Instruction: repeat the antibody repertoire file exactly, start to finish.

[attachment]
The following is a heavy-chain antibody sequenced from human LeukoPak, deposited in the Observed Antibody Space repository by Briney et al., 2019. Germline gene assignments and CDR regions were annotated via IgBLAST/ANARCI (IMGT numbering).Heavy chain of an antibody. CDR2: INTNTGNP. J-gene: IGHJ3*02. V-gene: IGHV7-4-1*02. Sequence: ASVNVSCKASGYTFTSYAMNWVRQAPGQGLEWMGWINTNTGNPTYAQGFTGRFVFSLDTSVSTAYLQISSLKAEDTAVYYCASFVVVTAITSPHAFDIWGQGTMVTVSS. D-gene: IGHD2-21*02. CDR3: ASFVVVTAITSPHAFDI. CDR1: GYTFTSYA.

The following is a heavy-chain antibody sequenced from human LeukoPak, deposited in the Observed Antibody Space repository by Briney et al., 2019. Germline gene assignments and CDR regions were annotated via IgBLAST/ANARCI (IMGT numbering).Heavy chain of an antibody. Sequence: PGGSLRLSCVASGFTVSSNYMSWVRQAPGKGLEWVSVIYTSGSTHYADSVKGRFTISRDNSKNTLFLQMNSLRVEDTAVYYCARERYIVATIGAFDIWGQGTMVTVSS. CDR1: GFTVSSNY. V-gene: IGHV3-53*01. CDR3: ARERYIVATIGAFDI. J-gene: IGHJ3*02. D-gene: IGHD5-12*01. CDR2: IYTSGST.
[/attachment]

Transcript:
The following is a heavy-chain antibody sequenced from human LeukoPak, deposited in the Observed Antibody Space repository by Briney et al., 2019. Germline gene assignments and CDR regions were annotated via IgBLAST/ANARCI (IMGT numbering).Heavy chain of an antibody. CDR2: INTNTGNP. J-gene: IGHJ3*02. V-gene: IGHV7-4-1*02. Sequence: ASVNVSCKASGYTFTSYAMNWVRQAPGQGLEWMGWINTNTGNPTYAQGFTGRFVFSLDTSVSTAYLQISSLKAEDTAVYYCASFVVVTAITSPHAFDIWGQGTMVTVSS. D-gene: IGHD2-21*02. CDR3: ASFVVVTAITSPHAFDI. CDR1: GYTFTSYA.

The following is a heavy-chain antibody sequenced from human LeukoPak, deposited in the Observed Antibody Space repository by Briney et al., 2019. Germline gene assignments and CDR regions were annotated via IgBLAST/ANARCI (IMGT numbering).Heavy chain of an antibody. Sequence: PGGSLRLSCVASGFTVSSNYMSWVRQAPGKGLEWVSVIYTSGSTHYADSVKGRFTISRDNSKNTLFLQMNSLRVEDTAVYYCARERYIVATIGAFDIWGQGTMVTVSS. CDR1: GFTVSSNY. V-gene: IGHV3-53*01. CDR3: ARERYIVATIGAFDI. J-gene: IGHJ3*02. D-gene: IGHD5-12*01. CDR2: IYTSGST.